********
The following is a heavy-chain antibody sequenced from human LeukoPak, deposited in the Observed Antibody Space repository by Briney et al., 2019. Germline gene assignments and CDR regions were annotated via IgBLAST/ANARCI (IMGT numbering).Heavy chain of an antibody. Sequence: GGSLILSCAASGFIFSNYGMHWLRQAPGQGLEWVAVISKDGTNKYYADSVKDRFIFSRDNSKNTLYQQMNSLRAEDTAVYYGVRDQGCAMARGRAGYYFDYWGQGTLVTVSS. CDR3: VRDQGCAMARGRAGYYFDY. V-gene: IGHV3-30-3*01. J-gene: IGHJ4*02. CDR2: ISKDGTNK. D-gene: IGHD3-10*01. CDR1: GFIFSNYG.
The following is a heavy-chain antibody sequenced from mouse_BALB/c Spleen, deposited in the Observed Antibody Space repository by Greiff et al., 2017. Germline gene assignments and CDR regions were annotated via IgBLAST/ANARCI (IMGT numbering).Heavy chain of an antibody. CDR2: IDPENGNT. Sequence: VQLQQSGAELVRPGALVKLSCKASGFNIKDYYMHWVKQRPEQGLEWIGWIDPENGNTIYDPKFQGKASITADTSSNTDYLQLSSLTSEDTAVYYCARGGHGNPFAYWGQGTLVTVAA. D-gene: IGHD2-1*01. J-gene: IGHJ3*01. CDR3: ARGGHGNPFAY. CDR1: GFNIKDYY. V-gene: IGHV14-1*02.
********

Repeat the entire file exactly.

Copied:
The following is a heavy-chain antibody sequenced from human LeukoPak, deposited in the Observed Antibody Space repository by Briney et al., 2019. Germline gene assignments and CDR regions were annotated via IgBLAST/ANARCI (IMGT numbering).Heavy chain of an antibody. Sequence: GGSLILSCAASGFIFSNYGMHWLRQAPGQGLEWVAVISKDGTNKYYADSVKDRFIFSRDNSKNTLYQQMNSLRAEDTAVYYGVRDQGCAMARGRAGYYFDYWGQGTLVTVSS. CDR3: VRDQGCAMARGRAGYYFDY. V-gene: IGHV3-30-3*01. J-gene: IGHJ4*02. CDR2: ISKDGTNK. D-gene: IGHD3-10*01. CDR1: GFIFSNYG.
The following is a heavy-chain antibody sequenced from mouse_BALB/c Spleen, deposited in the Observed Antibody Space repository by Greiff et al., 2017. Germline gene assignments and CDR regions were annotated via IgBLAST/ANARCI (IMGT numbering).Heavy chain of an antibody. CDR2: IDPENGNT. Sequence: VQLQQSGAELVRPGALVKLSCKASGFNIKDYYMHWVKQRPEQGLEWIGWIDPENGNTIYDPKFQGKASITADTSSNTDYLQLSSLTSEDTAVYYCARGGHGNPFAYWGQGTLVTVAA. D-gene: IGHD2-1*01. J-gene: IGHJ3*01. CDR3: ARGGHGNPFAY. CDR1: GFNIKDYY. V-gene: IGHV14-1*02.